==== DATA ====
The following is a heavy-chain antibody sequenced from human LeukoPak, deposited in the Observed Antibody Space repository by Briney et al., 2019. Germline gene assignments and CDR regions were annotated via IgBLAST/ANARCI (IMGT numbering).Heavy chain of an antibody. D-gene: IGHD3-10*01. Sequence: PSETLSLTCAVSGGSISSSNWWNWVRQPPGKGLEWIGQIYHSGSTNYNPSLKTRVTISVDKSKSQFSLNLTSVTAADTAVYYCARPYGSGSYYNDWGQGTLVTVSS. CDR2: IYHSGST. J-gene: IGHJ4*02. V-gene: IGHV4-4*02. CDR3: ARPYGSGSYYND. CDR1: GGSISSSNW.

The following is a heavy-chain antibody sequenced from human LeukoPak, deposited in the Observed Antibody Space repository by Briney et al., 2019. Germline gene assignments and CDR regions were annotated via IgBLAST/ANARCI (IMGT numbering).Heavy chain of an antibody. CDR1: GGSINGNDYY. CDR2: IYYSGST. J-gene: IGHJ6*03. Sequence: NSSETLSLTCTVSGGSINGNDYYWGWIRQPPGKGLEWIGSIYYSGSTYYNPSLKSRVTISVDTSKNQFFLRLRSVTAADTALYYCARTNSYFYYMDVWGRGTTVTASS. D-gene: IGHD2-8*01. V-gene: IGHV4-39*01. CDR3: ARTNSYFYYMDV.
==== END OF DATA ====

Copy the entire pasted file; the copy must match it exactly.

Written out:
The following is a heavy-chain antibody sequenced from human LeukoPak, deposited in the Observed Antibody Space repository by Briney et al., 2019. Germline gene assignments and CDR regions were annotated via IgBLAST/ANARCI (IMGT numbering).Heavy chain of an antibody. D-gene: IGHD3-10*01. Sequence: PSETLSLTCAVSGGSISSSNWWNWVRQPPGKGLEWIGQIYHSGSTNYNPSLKTRVTISVDKSKSQFSLNLTSVTAADTAVYYCARPYGSGSYYNDWGQGTLVTVSS. CDR2: IYHSGST. J-gene: IGHJ4*02. V-gene: IGHV4-4*02. CDR3: ARPYGSGSYYND. CDR1: GGSISSSNW.

The following is a heavy-chain antibody sequenced from human LeukoPak, deposited in the Observed Antibody Space repository by Briney et al., 2019. Germline gene assignments and CDR regions were annotated via IgBLAST/ANARCI (IMGT numbering).Heavy chain of an antibody. CDR1: GGSINGNDYY. CDR2: IYYSGST. J-gene: IGHJ6*03. Sequence: NSSETLSLTCTVSGGSINGNDYYWGWIRQPPGKGLEWIGSIYYSGSTYYNPSLKSRVTISVDTSKNQFFLRLRSVTAADTALYYCARTNSYFYYMDVWGRGTTVTASS. D-gene: IGHD2-8*01. V-gene: IGHV4-39*01. CDR3: ARTNSYFYYMDV.